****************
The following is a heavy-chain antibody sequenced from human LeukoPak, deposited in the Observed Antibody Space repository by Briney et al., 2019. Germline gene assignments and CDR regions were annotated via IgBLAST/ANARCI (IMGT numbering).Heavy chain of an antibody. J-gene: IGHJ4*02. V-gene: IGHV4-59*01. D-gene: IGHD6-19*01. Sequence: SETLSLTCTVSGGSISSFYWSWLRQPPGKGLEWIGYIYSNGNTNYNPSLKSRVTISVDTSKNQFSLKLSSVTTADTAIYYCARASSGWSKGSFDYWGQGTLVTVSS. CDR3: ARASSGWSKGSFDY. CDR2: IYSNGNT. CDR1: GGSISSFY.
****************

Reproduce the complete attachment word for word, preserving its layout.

The following is a heavy-chain antibody sequenced from human LeukoPak, deposited in the Observed Antibody Space repository by Briney et al., 2019. Germline gene assignments and CDR regions were annotated via IgBLAST/ANARCI (IMGT numbering).Heavy chain of an antibody. J-gene: IGHJ4*02. V-gene: IGHV4-59*01. D-gene: IGHD6-19*01. Sequence: SETLSLTCTVSGGSISSFYWSWLRQPPGKGLEWIGYIYSNGNTNYNPSLKSRVTISVDTSKNQFSLKLSSVTTADTAIYYCARASSGWSKGSFDYWGQGTLVTVSS. CDR3: ARASSGWSKGSFDY. CDR2: IYSNGNT. CDR1: GGSISSFY.